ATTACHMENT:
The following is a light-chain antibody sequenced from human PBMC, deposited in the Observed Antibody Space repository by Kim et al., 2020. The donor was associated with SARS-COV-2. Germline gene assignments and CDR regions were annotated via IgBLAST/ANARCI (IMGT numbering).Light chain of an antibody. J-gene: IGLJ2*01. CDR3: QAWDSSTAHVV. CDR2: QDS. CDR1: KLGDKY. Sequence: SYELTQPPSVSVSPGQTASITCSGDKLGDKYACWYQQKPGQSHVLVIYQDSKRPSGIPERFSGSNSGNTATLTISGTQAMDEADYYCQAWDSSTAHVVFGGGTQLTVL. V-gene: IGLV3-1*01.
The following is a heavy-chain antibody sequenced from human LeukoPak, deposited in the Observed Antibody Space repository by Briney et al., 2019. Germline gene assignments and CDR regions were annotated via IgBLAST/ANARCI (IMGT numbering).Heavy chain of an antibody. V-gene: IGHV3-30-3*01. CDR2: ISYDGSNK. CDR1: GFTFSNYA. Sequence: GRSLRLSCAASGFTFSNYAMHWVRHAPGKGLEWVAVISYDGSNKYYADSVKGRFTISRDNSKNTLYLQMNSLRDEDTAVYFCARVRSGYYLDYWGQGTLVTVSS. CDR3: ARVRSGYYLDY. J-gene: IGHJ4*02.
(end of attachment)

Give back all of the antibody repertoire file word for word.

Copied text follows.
The following is a light-chain antibody sequenced from human PBMC, deposited in the Observed Antibody Space repository by Kim et al., 2020. The donor was associated with SARS-COV-2. Germline gene assignments and CDR regions were annotated via IgBLAST/ANARCI (IMGT numbering).Light chain of an antibody. J-gene: IGLJ2*01. CDR3: QAWDSSTAHVV. CDR2: QDS. CDR1: KLGDKY. Sequence: SYELTQPPSVSVSPGQTASITCSGDKLGDKYACWYQQKPGQSHVLVIYQDSKRPSGIPERFSGSNSGNTATLTISGTQAMDEADYYCQAWDSSTAHVVFGGGTQLTVL. V-gene: IGLV3-1*01.
The following is a heavy-chain antibody sequenced from human LeukoPak, deposited in the Observed Antibody Space repository by Briney et al., 2019. Germline gene assignments and CDR regions were annotated via IgBLAST/ANARCI (IMGT numbering).Heavy chain of an antibody. V-gene: IGHV3-30-3*01. CDR2: ISYDGSNK. CDR1: GFTFSNYA. Sequence: GRSLRLSCAASGFTFSNYAMHWVRHAPGKGLEWVAVISYDGSNKYYADSVKGRFTISRDNSKNTLYLQMNSLRDEDTAVYFCARVRSGYYLDYWGQGTLVTVSS. CDR3: ARVRSGYYLDY. J-gene: IGHJ4*02.